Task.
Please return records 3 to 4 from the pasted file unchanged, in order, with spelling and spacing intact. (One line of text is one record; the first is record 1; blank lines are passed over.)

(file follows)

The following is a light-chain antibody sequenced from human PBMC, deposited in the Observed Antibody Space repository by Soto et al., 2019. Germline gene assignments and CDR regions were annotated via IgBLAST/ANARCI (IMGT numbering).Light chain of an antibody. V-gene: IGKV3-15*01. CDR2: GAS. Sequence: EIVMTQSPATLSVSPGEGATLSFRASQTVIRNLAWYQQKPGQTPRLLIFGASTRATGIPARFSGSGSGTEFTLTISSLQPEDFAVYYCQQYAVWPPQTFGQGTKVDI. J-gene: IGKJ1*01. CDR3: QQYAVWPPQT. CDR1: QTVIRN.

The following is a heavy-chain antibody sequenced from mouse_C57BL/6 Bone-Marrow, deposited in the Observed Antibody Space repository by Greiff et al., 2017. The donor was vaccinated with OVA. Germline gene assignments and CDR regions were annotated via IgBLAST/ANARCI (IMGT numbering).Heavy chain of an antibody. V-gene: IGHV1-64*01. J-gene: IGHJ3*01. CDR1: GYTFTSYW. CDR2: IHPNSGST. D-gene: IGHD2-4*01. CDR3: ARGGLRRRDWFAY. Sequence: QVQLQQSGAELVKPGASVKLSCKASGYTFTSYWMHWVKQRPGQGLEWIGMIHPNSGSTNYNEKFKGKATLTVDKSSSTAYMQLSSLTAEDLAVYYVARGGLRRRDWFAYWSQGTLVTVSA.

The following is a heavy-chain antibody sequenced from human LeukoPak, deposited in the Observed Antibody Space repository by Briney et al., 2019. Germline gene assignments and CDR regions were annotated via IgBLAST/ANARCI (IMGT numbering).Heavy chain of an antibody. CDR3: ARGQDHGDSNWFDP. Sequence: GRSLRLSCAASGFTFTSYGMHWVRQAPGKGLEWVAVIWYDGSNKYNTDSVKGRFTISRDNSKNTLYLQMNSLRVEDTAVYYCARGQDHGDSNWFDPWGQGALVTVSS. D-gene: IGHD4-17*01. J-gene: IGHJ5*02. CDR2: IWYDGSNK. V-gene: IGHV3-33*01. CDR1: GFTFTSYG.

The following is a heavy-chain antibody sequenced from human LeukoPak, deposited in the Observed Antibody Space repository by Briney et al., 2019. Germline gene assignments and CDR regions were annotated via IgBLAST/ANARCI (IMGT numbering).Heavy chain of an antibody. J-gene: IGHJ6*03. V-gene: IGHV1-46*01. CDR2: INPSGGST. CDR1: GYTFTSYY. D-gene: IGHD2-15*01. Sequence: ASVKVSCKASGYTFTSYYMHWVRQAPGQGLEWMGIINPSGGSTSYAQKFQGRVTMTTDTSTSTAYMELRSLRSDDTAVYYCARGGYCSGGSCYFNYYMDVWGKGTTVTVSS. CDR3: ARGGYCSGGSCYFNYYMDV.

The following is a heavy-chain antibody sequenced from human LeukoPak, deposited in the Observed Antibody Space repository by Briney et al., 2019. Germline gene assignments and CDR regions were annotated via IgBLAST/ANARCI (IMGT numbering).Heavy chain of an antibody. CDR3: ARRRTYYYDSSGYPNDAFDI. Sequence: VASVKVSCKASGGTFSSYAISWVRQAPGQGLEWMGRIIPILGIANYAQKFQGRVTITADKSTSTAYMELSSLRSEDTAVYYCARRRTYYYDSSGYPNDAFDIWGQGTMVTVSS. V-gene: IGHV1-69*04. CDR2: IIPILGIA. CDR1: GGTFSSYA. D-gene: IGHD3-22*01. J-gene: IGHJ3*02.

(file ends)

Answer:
The following is a heavy-chain antibody sequenced from human LeukoPak, deposited in the Observed Antibody Space repository by Briney et al., 2019. Germline gene assignments and CDR regions were annotated via IgBLAST/ANARCI (IMGT numbering).Heavy chain of an antibody. CDR3: ARGQDHGDSNWFDP. Sequence: GRSLRLSCAASGFTFTSYGMHWVRQAPGKGLEWVAVIWYDGSNKYNTDSVKGRFTISRDNSKNTLYLQMNSLRVEDTAVYYCARGQDHGDSNWFDPWGQGALVTVSS. D-gene: IGHD4-17*01. J-gene: IGHJ5*02. CDR2: IWYDGSNK. V-gene: IGHV3-33*01. CDR1: GFTFTSYG.

The following is a heavy-chain antibody sequenced from human LeukoPak, deposited in the Observed Antibody Space repository by Briney et al., 2019. Germline gene assignments and CDR regions were annotated via IgBLAST/ANARCI (IMGT numbering).Heavy chain of an antibody. J-gene: IGHJ6*03. V-gene: IGHV1-46*01. CDR2: INPSGGST. CDR1: GYTFTSYY. D-gene: IGHD2-15*01. Sequence: ASVKVSCKASGYTFTSYYMHWVRQAPGQGLEWMGIINPSGGSTSYAQKFQGRVTMTTDTSTSTAYMELRSLRSDDTAVYYCARGGYCSGGSCYFNYYMDVWGKGTTVTVSS. CDR3: ARGGYCSGGSCYFNYYMDV.